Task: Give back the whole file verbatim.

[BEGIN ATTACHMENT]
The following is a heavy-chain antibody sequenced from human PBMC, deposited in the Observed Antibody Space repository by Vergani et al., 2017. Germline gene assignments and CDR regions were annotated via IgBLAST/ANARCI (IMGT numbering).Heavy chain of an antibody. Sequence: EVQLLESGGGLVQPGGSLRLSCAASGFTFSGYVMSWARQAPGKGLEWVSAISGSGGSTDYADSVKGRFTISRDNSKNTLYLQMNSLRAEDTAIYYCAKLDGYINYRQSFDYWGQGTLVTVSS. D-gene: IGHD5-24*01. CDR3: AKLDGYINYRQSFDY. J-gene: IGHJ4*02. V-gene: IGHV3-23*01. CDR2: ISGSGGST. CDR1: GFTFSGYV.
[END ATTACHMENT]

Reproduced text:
The following is a heavy-chain antibody sequenced from human PBMC, deposited in the Observed Antibody Space repository by Vergani et al., 2017. Germline gene assignments and CDR regions were annotated via IgBLAST/ANARCI (IMGT numbering).Heavy chain of an antibody. Sequence: EVQLLESGGGLVQPGGSLRLSCAASGFTFSGYVMSWARQAPGKGLEWVSAISGSGGSTDYADSVKGRFTISRDNSKNTLYLQMNSLRAEDTAIYYCAKLDGYINYRQSFDYWGQGTLVTVSS. D-gene: IGHD5-24*01. CDR3: AKLDGYINYRQSFDY. J-gene: IGHJ4*02. V-gene: IGHV3-23*01. CDR2: ISGSGGST. CDR1: GFTFSGYV.